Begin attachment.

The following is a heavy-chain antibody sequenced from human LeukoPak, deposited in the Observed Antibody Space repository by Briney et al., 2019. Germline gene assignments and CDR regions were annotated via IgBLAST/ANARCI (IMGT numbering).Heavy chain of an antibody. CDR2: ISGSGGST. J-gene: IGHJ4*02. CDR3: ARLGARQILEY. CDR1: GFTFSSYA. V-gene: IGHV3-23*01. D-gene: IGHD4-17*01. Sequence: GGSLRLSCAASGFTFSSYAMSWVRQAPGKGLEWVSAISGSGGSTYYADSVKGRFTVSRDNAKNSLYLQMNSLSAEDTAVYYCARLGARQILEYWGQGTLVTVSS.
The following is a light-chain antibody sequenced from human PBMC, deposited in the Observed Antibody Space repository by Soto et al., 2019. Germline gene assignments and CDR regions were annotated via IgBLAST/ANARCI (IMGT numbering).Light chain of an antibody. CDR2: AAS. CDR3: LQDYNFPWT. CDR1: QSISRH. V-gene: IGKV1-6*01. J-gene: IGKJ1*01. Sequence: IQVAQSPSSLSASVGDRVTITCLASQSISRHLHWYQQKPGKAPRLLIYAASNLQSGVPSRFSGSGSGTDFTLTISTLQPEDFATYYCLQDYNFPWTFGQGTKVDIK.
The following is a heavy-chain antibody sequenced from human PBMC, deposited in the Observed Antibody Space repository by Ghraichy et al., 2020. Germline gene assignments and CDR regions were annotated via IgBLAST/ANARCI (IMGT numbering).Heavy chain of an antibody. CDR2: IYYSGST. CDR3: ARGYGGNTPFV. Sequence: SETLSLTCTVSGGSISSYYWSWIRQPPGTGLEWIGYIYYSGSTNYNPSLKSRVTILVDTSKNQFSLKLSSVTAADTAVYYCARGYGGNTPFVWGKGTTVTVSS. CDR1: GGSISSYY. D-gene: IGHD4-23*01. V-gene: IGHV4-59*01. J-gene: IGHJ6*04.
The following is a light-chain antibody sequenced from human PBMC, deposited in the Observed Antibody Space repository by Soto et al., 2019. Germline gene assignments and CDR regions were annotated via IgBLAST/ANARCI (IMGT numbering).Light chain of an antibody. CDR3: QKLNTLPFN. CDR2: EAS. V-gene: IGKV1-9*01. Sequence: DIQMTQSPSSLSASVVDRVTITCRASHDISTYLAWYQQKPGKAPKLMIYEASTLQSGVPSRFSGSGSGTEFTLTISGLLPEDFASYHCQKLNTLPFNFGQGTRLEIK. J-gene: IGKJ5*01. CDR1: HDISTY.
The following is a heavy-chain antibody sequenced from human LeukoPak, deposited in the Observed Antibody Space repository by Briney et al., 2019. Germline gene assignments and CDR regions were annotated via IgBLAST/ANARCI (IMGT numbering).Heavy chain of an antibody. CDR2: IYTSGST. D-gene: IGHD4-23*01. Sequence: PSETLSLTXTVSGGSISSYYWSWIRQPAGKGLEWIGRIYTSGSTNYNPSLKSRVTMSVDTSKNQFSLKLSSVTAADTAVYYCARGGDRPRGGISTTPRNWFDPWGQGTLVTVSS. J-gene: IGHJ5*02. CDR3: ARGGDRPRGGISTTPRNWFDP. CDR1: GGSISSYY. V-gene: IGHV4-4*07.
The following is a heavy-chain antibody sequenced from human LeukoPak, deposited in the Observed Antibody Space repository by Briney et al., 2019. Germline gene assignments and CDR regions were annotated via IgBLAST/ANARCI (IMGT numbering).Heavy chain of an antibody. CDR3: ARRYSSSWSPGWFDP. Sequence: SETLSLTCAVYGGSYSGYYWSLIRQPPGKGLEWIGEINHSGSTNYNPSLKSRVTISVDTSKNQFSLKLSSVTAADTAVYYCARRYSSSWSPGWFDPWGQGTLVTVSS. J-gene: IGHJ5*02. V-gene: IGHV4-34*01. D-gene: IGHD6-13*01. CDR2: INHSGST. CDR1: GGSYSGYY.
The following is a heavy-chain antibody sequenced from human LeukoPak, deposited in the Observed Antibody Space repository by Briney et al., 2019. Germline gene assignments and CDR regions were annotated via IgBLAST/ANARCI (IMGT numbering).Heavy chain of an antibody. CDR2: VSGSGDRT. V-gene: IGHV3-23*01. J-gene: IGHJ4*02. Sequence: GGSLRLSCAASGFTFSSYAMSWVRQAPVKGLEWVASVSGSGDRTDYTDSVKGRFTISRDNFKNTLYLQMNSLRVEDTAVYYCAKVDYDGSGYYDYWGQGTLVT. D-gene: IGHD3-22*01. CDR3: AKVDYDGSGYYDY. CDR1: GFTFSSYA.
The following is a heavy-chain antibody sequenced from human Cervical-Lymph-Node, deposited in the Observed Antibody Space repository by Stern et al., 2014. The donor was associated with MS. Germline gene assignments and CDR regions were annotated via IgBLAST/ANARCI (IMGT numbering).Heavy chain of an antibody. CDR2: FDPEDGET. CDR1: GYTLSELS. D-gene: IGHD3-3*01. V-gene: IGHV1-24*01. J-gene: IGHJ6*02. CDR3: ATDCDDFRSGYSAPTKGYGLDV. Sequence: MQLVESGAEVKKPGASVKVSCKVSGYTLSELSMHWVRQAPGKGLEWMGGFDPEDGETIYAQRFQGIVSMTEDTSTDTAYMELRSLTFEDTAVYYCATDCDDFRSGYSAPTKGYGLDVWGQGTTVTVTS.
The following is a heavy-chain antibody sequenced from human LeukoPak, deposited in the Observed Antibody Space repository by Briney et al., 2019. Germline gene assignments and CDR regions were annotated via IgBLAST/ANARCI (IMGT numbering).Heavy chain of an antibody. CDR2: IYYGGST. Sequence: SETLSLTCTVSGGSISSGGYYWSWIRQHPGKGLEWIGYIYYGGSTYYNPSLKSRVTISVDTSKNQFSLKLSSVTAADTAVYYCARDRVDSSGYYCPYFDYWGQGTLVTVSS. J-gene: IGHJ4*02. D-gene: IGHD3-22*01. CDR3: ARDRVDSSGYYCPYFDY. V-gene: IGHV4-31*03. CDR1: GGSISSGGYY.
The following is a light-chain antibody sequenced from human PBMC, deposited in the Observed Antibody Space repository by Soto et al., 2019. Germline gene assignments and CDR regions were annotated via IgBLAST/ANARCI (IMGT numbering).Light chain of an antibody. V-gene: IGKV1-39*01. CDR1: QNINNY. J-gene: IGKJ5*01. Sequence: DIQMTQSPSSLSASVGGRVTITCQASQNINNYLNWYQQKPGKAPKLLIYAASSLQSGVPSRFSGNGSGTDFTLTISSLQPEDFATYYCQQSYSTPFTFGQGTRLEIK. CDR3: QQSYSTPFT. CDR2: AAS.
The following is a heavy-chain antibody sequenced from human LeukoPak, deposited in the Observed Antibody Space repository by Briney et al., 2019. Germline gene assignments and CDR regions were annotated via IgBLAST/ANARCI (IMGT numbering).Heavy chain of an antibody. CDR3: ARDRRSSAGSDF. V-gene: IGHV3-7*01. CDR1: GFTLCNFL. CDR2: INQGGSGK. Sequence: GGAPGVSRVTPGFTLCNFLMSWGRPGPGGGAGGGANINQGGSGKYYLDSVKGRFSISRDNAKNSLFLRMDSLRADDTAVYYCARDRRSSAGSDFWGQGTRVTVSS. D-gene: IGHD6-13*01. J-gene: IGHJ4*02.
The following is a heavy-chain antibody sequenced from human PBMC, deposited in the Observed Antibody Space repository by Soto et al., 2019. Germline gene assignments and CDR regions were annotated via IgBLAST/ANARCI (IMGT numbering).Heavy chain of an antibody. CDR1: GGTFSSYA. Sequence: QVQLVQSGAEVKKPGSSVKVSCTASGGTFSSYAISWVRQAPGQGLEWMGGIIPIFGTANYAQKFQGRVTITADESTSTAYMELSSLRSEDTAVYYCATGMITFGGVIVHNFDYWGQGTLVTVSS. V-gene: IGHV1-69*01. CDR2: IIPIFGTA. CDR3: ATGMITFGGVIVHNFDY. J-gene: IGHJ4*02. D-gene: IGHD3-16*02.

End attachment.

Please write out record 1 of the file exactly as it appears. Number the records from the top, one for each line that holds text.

The following is a heavy-chain antibody sequenced from human LeukoPak, deposited in the Observed Antibody Space repository by Briney et al., 2019. Germline gene assignments and CDR regions were annotated via IgBLAST/ANARCI (IMGT numbering).Heavy chain of an antibody. CDR2: ISGSGGST. J-gene: IGHJ4*02. CDR3: ARLGARQILEY. CDR1: GFTFSSYA. V-gene: IGHV3-23*01. D-gene: IGHD4-17*01. Sequence: GGSLRLSCAASGFTFSSYAMSWVRQAPGKGLEWVSAISGSGGSTYYADSVKGRFTVSRDNAKNSLYLQMNSLSAEDTAVYYCARLGARQILEYWGQGTLVTVSS.